After a Covid-19 enforced delay, Liverpool and Arsenal finally meet in the Carabao Cup semi-final at Anfield on Thursday night in a match that pitches Jurgen Klopp against a new foe in Gunners manager Mikel Arteta.
Klopp would have missed the game had it gone ahead last week due to his own positive coronavirus test but having fully recovered he comes face to face with Arteta for the first time since their infamous touchline bust-up back in November.
That too was at Anfield and at the time of the game it happened, Arteta’s side had so far produced a valiant display with the score at 0-0.
Jurgen Klopp (left) and Mikel Arteta had a bust-up in their Premier League clash in November
Klopp reacted in dismay at the Arsenal response to a challenge from Sadio Mane
Arteta had to be held back by Arsenal’s coaching staff after confronting Liverpool boss Klopp
The moment came in the first half after a challenge by Sadio Mane on Takehiro Tomiyasu. Both managers squared up but it was the reaction of Arteta, who needed to be held back, that was particularly striking.
The Spaniard is usually calm and collected but that night at Anfield, he lost his temper with Klopp. Both managers were booked by the referee but unfortunately for Arsenal, the incident whipped up the home crowd into a frenzy – no doubt in part due to Arteta’s ties to rivals Everton.
And the atmosphere galvanised Liverpool, who went on to record a storming 4-0 victory over the Gunners with goals coming from Mane, Diogo Jota, Mohamed Salah and Takumi Minamino.
Arteta was still feisty about the incident after the final whistle.
‘I don’t know (if players like it when I fight on the touchline). It’s who I am. I will react,’ Arteta said.
‘If I have to defend my players I will do it. Maybe you don’t give me motivations to go the other way. It’s part of our character.’
The incident galvanised the Anfield crowd – until then, Arsenal had been the better side
Both Arteta and Klopp were booked by the referee for their involvement in the incident
Soon after, Mane headed Liverpool into the lead and they went on to record a 4-0 victory
Klopp, meanwhile, revealed he was incensed because he felt Arsenal were targeting Mane and trying to get him booked.
‘It was a completely clean situation, nothing happened, two players jumped in the air and didn’t touch each other, really, at least not like a foul,’ Klopp said.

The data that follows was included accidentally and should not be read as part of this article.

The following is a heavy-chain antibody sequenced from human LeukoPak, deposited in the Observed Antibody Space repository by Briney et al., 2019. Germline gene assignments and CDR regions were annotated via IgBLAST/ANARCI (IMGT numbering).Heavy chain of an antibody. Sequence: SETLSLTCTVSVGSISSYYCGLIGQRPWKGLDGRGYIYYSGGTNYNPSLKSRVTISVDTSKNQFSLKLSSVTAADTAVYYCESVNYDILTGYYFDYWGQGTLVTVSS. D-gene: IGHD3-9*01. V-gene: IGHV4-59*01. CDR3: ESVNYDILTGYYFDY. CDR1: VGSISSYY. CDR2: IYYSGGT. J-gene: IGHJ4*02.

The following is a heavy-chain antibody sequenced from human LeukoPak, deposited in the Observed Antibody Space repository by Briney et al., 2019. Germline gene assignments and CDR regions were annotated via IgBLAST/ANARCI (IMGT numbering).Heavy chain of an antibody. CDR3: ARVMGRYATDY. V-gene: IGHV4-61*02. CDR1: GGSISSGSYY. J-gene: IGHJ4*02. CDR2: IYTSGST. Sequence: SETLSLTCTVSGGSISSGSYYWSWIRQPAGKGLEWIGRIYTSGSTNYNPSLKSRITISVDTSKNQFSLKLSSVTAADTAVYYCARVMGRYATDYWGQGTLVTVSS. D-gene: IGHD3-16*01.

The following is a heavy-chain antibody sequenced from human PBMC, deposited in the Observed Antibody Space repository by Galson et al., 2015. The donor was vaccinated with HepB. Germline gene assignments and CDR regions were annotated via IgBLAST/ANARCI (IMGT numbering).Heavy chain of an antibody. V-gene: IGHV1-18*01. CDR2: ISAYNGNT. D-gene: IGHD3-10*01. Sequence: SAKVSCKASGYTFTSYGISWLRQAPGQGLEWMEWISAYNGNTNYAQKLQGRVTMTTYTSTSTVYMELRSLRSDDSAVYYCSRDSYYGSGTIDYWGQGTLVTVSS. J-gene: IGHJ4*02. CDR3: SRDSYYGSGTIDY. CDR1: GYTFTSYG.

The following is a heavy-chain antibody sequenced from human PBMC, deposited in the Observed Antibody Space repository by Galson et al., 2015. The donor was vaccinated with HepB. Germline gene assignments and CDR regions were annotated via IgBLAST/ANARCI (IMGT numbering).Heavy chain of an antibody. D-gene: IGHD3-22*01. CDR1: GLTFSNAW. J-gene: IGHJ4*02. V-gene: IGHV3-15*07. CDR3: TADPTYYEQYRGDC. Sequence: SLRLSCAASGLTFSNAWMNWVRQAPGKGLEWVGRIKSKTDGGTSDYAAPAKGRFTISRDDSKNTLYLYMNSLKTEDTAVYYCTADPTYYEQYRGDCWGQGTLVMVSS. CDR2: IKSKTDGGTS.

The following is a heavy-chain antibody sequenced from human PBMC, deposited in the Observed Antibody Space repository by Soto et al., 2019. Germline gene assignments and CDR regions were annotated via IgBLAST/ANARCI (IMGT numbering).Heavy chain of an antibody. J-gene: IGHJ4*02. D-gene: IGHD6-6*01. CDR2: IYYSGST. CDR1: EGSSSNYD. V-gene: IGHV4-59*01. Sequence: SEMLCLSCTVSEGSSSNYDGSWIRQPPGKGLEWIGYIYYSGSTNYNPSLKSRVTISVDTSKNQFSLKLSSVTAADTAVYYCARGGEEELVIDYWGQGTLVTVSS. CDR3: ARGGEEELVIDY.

The incident was sparked by Mane clattering into Arsenal defender Takehiro Tomiyasu
‘The bench of Arsenal went up and I asked: “What do you want from that?” There was no contact really, but it looked like everybody wanted a red card.
‘I am really sick of these situations, where everybody tries to go for Sadio in these moments. He is a physical player, obviously, he does make hard fouls.
‘We had to take Sadio off against Atletico [Madrid in the Champions League] because they wanted him to get a yellow card.
‘The referee did really well in that situation – I deserved a yellow card. It wasn’t OK and that is what I said. It just happened in the moment.’
The Klopp v Arteta rivalry will be an interesting sub-plot on Thursday’s match. It is not the first time the German has got under the skin of an opposing manager – Diego Simeone, Frank Lampard, Sam Allardyce and Tony Pulis, among others, can attest to that.
Arteta refused to back down afterwards and said that such arguments are in his character
The Carabao Cup has extra value to Arsenal after losing in the FA Cup to Nottingham Forest
Mane won’t be involved in Thursday’s encounter as he is representing Senegal at the Africa Cup of Nations. But it is expected Klopp will name a strong side for the first-leg encounter with a place in the Wembley final within touching distance.
Whoever advances will face Chelsea, who dispatched Tottenham with ease in both of their semi-final legs.
And for Arsenal, the meaning of the semi-final has gone up a level after being embarrassed in the FA Cup third round by Nottingham Forest last weekend.
It’s a perfect time for Klopp to add insult to injury by snuffing out Arsenal’s last chance of a trophy this season.